As the government cuts back on spending, volunteers step up.
By Andy Dabilis for Southeast European Times in Athens -- 27/12/13
Physical education instructor Giorgos Fouskaris assists students with special needs at the Bridge of Life centre in Athens. [AFP]
For Athens kindergarten teacher Sophia Fokianou, 48, a new after-school volunteer program to help students with special needs, such as her 18-year-old daughter, has been a life saver.
"It was a big relief for me ... a dream come true," Fokianou told SETimes.
The Bridge of Life volunteer centre opened in the working-class Athens neighbourhood of Peristeri where Fokianou lives. It is a modest, two-story office on a busy street, operating from 5 p.m. to 9 p.m.
Fokianou's daughter has Down's syndrome but now has plenty of company among two dozen others with special needs who have access to music teachers, a gym instructor, therapists, and breathing specialists who are helping to fill a growing gap left by government cutbacks.
"I wanted something creative for her to avoid just watching television. She really looks forward to coming here," Fokianou said.
Bridge of Life founder and president Dionysis Gouranios, a parent with a special needs child of his own, said he opened the centre because he could not wait for the government to help.
Gouranios gathered a group of parents that then raised donations and in-kind services, and are scouring foundations for donors.
"These children are under tremendous stress all the time. It was a dream of mine to create an organisation like this and put smiles on their faces because they are the real heroes of life," Gouranios told SETimes.
Gouranios said the number of children with special needs is growing and the programme had to turn away some with conditions too severe to receive proper care at the centre because it lacks a doctor.
"We cannot cover the needs on a volunteer basis. We need specialists," he said.
While the centre relies on financial contributions, parents are furnishing the space with used goods and accepting foods and other donated materials.
Occupational therapist Georgia Papiri volunteers as a specialist for autistic children ages 3-12.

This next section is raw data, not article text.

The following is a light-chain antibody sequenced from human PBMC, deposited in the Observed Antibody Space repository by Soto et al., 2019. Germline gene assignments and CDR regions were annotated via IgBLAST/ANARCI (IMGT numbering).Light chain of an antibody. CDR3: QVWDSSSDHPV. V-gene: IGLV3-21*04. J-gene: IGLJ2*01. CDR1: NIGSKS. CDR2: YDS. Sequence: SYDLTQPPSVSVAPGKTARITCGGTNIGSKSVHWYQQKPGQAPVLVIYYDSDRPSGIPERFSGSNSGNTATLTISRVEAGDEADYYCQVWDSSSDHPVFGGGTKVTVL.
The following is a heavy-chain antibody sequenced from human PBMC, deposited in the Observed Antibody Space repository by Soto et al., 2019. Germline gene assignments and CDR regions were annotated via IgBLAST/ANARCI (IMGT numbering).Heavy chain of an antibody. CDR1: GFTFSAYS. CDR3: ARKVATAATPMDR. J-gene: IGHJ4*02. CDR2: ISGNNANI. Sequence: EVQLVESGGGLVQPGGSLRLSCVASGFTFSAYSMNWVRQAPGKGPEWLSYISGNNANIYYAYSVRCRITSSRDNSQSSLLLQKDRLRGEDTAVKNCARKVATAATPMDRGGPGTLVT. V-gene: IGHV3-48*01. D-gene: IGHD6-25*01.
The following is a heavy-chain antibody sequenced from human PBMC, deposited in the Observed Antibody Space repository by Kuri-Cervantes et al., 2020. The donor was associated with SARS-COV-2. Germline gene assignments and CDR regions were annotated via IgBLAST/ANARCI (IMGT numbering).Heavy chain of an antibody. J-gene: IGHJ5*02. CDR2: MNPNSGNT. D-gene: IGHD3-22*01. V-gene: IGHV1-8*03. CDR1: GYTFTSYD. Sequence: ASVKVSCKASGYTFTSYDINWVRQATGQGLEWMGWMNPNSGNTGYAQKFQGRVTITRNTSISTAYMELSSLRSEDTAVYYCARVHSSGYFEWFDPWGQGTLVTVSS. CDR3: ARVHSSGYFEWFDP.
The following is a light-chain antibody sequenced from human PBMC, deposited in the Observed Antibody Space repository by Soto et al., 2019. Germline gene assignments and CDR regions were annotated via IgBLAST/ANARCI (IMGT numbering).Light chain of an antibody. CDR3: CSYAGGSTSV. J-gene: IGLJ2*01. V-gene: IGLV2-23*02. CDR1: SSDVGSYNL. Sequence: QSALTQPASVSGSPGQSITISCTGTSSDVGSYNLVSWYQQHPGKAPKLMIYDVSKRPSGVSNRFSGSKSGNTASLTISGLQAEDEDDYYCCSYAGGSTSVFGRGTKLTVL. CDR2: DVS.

"The biggest problem they have is communication. To be able to have a clinic even for an hour is a great help. It can help reduce poor behaviour," Papiri told SETimes.
Close to 300 schools in Greece offer programmes for students with special needs during school hours but lack specialists to staff them.
Experts estimate a shortage of at least 300 psychologists, 280 social workers, 190 occupational therapists, 230 speech therapists, 120 physical therapists and 140 school nurses.
Greece's 62 diagnosis and support centres, which vet students based on their disabilities to determine how much state support they will get, are also understaffed and many cannot operate.
That is where the Bridge of Life steps in.
Besides benefit cuts, parents of special needs students are waiting eight months or more to get refunds for money spent on special classes, doctors' visits and special equipment.
That has led to more parents taking their children out of the special needs schools, unable to afford the costs, and turning towards out-of-work professionals who are offering services at cut rates.
"I feel compassion for people in this position and wanted a centre where kids could have a place for activities and to help the parents," Vassilis Kallergis, a police officer who is vice president of the Bridge of Life, told SETimes.
On a typical night, special needs students go through physical education exercises designed for them, receive physical therapy, counselling, music and art lessons and socialise with each other.
Gouranios said he is worried about the future for special needs students unless more services and staff are restored by the government.
"Parents have to worry: How do I raise this child and what happens when I pass away?" he said.
What can the Greek government do to better assist children with special needs? Share your opinion in the comments space.